Other visiting orchestral highlights include the West-Eastern Divan Orchestra under Daniel Barenboim (Beethoven’s Sixth and Fifth Symphonies), the Gustav Mahler Youth Orchestra with Gatti (Wagner, Berg, Strauss, and Ravel, Frank-Peter Zimmermann the soloist in Berg’s concerto), two performances from the Cleveland Orchestra and Franz Welser-Möst, both including a work by Lutosławski, the Leipzig Gewandhaus Orchestra under Chailly in Mahler’s Sixth Symphony, and the Concertgebouw in Bartók and Mahler under Jansons. Gergiev will conduct the LSO in the complete Cinderella. (There are others too, so please do check the website!)
Sándor Végh’s hundredth birthday attracts two marathon concerts from ‘his’ Camerata Salzburg – Bach and Mozart; Schubert and Bartók – plus a series of masterclasses, involving musicians such as Steven Isserlis and András Schiff. The Mozarteum Orchestra’s series of Mozart Matinées continues in seven concerts, highlights including a performance of Die Schuldigkeit des Erstens Gebots, a concert of Dallapiccola, Mozart, and Holliger, under the baton of the last-named composer, and a concert of Mozart and Georg Friedrich Haas from Michael Gielen.
‘Salzburg contemporary,’ the re-named new music strand has no fewer than eleven concerts. Holliger, Zimmermann, and Lutosławski all feature this year. Especially notable offerings for me would include two concerts from the ever-excellent Klangforum Wien: Lutosławski, Dallapiccola, Berio, Boulez, and Castiglioni, from Pablo Heras-Casado and Elīna Garanča, and Zimmermann, Ligeti, Eisler, and Stravinsky, under Johannes Kalitzke. Matthias Goerne joins Christoph Eschenbach in Schubert orchestrations and Zimmermann’s Ich wandte mich und sah an alles unrecht, das geschah unter der Sonne (as well as Berg’s op.6 Orchestral Pieces). Thomas Zehetmair, Ruth Killius, and Thomas Demenga perform solo Bach, Zimmermann, and Scelsi.
A wealth of Lieder and solo performances is again offered. Christian Gerhaher in Die schöne Müllerin bodes well, likewise Garanča’s offering of Schumann and Strauss. Kožena intriguingly presents a recital with organ (Christian Schmitt): Messiaen, Peter Eben, Bach, Liszt, and Dvořák. José Carreras and Juan Diego Florez offer a more Latinate perspective; other singers are Goerne, Thomas Hampson, and Thomas Quasthoff.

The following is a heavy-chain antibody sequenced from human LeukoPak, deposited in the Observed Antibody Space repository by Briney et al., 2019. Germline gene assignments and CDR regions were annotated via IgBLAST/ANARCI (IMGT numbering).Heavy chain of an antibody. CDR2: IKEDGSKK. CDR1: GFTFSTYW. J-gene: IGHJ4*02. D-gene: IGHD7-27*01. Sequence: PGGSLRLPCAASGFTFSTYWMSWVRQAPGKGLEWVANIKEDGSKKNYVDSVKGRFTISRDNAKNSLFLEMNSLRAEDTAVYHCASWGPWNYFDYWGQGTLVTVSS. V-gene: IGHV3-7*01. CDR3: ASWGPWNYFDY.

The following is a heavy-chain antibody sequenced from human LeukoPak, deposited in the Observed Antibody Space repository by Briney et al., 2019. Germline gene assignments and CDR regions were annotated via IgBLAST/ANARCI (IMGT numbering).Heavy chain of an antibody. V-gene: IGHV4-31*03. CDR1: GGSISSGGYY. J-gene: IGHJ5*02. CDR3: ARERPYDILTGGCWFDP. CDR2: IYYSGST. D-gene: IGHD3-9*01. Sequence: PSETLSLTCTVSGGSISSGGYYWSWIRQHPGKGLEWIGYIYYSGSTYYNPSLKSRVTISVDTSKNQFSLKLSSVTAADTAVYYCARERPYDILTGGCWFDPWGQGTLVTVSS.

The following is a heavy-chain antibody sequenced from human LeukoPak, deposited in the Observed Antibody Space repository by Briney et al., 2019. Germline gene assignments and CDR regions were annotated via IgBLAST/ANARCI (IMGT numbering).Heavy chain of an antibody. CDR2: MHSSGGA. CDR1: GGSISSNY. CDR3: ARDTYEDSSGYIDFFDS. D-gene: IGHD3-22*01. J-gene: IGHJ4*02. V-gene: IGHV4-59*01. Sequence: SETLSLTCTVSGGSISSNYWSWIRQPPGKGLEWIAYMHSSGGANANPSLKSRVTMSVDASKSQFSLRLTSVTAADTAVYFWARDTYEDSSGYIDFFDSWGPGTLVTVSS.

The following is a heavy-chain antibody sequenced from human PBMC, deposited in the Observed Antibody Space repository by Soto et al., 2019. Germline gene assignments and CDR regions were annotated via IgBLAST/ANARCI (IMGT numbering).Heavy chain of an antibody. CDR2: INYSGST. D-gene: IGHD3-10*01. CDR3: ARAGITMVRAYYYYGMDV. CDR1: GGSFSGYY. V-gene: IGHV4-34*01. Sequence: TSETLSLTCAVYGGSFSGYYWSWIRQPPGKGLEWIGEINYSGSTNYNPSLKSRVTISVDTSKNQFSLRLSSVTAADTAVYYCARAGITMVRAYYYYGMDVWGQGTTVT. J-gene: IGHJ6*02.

Daniel Barenboim performs the final four Schubert sonatas in a series of three recitals, also taking in the two sets of four Impromptus, D 935, and D 899. Schiff performs the Goldberg and Diabelli Variations, Pollini the final three Beethoven sonatas, Krystian Zimerman works by Debussy, and Perahia works by Bach, Chopin, and Schumann. The Hagen Quartet offers two all-Beethoven concerts, and also appears in Schoenberg’s First Chamber Symphony, conducted by Daniel Harding, and Mozart’s Clarinet Quintet. Beethoven’s violin sonatas are performed over three evenings by Leonidas Kavakos and Enrico Pace.
Finally, a few words on spoken theatre, which seems revivified under Bechtholf’s leadership. Hofmannsthal’s Jedermann will, of course, be there, but there is so much else. Andrea Brecht directs Kleist’s Prinz Friedrich von Homburg – would that the Festival in a subsequent year would stage the Henze-Bachmann opera! – and Irina Brook, Peter’s daughter, stages both Peer Gynt (in English) and The Tempest (in French, from the Bouffes du Nord). Puppet theatre is offered, in the guise of Nuremeberg’s Thalias Kompagnons (Kafkas Schloss), and the Austrian classic, Ferdinand Raimund’s Der Bauer als Millionär, as is children’s theatre (Theatre-Rites: Mojo, also to be seen at the Barbican). South Africa’s Tick Tock Productions presents a new, English-language work Trapped, directed by Princess Zinzi Mhlong. Another premiere offering is Jakob Michael Reinhold Lenz, from Theater Montagnes. Gisèle Vienne has two productions including music, whilst a Korean theatre group brings – in Korean – Hamlet Cantabile to the Salzburg stage.
Further details, including a good number of performances not mentioned, may be found by clicking here for the Salzburg Festival website.